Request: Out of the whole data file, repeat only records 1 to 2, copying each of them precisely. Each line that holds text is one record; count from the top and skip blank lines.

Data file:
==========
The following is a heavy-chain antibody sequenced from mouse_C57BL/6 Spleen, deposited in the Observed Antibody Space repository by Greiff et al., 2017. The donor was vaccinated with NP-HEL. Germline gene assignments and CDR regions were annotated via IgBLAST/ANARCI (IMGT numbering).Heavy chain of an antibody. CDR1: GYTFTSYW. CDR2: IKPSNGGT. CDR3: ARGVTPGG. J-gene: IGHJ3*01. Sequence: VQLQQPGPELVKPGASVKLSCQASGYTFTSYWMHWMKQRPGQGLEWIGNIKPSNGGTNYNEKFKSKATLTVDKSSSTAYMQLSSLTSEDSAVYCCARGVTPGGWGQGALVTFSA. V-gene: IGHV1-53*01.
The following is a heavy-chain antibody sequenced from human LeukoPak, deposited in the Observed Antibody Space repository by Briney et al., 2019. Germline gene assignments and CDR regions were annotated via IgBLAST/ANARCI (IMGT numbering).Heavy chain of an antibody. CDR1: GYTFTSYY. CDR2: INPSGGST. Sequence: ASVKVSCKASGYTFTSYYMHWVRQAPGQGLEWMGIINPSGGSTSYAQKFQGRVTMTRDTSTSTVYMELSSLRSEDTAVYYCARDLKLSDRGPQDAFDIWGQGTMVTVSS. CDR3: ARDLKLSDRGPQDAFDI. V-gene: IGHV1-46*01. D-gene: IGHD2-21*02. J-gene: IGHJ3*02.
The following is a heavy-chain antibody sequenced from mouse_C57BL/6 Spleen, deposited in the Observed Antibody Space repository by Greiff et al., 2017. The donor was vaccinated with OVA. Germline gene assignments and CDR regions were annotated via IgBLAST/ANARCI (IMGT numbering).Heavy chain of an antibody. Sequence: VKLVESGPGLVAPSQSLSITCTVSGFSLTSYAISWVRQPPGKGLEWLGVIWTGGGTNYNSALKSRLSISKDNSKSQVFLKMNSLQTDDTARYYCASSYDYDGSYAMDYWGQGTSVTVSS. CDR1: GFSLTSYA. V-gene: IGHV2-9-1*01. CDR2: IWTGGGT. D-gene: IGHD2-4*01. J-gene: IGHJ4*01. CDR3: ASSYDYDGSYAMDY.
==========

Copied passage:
The following is a heavy-chain antibody sequenced from mouse_C57BL/6 Spleen, deposited in the Observed Antibody Space repository by Greiff et al., 2017. The donor was vaccinated with NP-HEL. Germline gene assignments and CDR regions were annotated via IgBLAST/ANARCI (IMGT numbering).Heavy chain of an antibody. CDR1: GYTFTSYW. CDR2: IKPSNGGT. CDR3: ARGVTPGG. J-gene: IGHJ3*01. Sequence: VQLQQPGPELVKPGASVKLSCQASGYTFTSYWMHWMKQRPGQGLEWIGNIKPSNGGTNYNEKFKSKATLTVDKSSSTAYMQLSSLTSEDSAVYCCARGVTPGGWGQGALVTFSA. V-gene: IGHV1-53*01.
The following is a heavy-chain antibody sequenced from human LeukoPak, deposited in the Observed Antibody Space repository by Briney et al., 2019. Germline gene assignments and CDR regions were annotated via IgBLAST/ANARCI (IMGT numbering).Heavy chain of an antibody. CDR1: GYTFTSYY. CDR2: INPSGGST. Sequence: ASVKVSCKASGYTFTSYYMHWVRQAPGQGLEWMGIINPSGGSTSYAQKFQGRVTMTRDTSTSTVYMELSSLRSEDTAVYYCARDLKLSDRGPQDAFDIWGQGTMVTVSS. CDR3: ARDLKLSDRGPQDAFDI. V-gene: IGHV1-46*01. D-gene: IGHD2-21*02. J-gene: IGHJ3*02.